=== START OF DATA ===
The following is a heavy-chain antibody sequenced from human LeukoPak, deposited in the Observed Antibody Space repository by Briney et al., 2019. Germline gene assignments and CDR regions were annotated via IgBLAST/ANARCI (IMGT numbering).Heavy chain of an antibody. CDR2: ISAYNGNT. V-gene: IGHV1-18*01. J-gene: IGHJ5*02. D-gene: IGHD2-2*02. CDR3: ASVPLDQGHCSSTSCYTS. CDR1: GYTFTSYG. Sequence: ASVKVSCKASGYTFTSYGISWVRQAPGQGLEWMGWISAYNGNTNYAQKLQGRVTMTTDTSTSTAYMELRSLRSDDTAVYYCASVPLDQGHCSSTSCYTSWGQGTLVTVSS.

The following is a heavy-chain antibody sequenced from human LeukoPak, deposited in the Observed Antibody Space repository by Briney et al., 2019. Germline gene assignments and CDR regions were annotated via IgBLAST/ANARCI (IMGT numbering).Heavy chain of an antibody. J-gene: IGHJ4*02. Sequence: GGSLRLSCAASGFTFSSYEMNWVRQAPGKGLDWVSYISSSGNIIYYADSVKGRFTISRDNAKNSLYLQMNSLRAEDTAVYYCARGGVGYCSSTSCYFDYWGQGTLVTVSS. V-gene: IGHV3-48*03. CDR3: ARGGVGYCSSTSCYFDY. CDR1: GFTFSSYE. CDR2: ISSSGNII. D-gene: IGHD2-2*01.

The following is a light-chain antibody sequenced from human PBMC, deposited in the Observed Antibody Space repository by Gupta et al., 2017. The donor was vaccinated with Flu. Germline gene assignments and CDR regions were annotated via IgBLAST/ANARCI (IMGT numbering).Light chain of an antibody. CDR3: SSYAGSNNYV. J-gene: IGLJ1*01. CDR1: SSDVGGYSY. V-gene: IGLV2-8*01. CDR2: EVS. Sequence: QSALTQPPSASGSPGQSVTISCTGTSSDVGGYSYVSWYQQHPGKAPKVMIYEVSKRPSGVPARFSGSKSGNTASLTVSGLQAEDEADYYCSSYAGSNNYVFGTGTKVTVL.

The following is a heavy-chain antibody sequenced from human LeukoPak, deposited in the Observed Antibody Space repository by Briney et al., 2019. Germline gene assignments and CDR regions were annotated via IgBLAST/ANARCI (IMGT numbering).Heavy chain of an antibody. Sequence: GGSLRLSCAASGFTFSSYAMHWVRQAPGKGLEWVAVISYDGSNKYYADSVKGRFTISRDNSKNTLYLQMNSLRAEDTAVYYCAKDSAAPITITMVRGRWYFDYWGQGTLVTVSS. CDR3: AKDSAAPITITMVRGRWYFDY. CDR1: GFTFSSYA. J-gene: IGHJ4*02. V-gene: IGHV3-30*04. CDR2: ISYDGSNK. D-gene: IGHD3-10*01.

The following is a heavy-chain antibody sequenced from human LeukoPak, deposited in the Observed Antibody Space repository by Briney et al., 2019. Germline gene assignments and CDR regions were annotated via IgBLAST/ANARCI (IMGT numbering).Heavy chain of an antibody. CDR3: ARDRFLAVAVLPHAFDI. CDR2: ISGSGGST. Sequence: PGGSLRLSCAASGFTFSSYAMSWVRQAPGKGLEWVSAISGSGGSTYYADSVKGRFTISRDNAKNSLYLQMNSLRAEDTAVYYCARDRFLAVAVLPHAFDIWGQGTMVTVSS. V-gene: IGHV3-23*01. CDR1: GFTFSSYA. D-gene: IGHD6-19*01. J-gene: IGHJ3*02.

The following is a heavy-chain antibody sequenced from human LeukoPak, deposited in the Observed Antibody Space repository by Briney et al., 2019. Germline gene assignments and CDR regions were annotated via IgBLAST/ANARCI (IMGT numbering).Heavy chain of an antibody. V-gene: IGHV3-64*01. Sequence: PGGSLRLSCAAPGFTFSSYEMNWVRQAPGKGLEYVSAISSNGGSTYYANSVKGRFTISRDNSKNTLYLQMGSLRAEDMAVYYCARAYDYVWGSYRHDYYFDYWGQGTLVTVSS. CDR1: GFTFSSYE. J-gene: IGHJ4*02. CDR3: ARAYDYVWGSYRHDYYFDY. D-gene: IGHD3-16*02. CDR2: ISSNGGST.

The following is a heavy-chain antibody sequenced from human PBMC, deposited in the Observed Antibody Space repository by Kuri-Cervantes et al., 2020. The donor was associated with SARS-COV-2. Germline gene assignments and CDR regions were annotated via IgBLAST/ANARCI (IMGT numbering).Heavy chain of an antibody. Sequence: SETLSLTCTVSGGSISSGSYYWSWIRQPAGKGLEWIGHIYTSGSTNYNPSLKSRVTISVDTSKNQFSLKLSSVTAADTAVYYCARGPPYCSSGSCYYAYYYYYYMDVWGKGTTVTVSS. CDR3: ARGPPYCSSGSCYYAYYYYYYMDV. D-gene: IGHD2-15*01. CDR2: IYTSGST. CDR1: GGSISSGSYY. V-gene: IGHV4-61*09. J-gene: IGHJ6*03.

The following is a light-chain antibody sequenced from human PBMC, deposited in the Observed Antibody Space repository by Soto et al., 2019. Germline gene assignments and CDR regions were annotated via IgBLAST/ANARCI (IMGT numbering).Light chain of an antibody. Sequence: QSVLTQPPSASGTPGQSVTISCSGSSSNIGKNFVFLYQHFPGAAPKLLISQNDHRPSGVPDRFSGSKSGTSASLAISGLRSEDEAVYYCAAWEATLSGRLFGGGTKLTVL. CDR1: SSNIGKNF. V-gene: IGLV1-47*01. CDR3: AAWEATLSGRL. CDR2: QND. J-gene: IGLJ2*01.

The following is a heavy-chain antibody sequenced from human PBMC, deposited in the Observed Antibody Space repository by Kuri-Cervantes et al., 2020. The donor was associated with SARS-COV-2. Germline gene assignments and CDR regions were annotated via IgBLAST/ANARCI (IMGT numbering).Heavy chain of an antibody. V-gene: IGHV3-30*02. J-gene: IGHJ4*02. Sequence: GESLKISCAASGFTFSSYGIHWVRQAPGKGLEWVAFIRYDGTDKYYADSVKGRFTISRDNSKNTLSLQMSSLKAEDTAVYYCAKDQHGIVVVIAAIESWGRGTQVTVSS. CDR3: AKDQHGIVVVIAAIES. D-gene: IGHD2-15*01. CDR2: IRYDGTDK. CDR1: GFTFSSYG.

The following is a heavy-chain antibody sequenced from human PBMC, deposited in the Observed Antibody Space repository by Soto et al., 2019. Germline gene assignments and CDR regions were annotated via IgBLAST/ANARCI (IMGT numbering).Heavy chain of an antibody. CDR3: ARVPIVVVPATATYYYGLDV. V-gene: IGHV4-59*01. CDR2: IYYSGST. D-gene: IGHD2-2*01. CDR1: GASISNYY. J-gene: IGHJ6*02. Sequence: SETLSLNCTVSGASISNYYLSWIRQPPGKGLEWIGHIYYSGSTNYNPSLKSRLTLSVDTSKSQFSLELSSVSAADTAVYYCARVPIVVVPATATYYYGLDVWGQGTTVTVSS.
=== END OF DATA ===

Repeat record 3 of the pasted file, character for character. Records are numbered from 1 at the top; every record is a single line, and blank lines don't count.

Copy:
The following is a light-chain antibody sequenced from human PBMC, deposited in the Observed Antibody Space repository by Gupta et al., 2017. The donor was vaccinated with Flu. Germline gene assignments and CDR regions were annotated via IgBLAST/ANARCI (IMGT numbering).Light chain of an antibody. CDR3: SSYAGSNNYV. J-gene: IGLJ1*01. CDR1: SSDVGGYSY. V-gene: IGLV2-8*01. CDR2: EVS. Sequence: QSALTQPPSASGSPGQSVTISCTGTSSDVGGYSYVSWYQQHPGKAPKVMIYEVSKRPSGVPARFSGSKSGNTASLTVSGLQAEDEADYYCSSYAGSNNYVFGTGTKVTVL.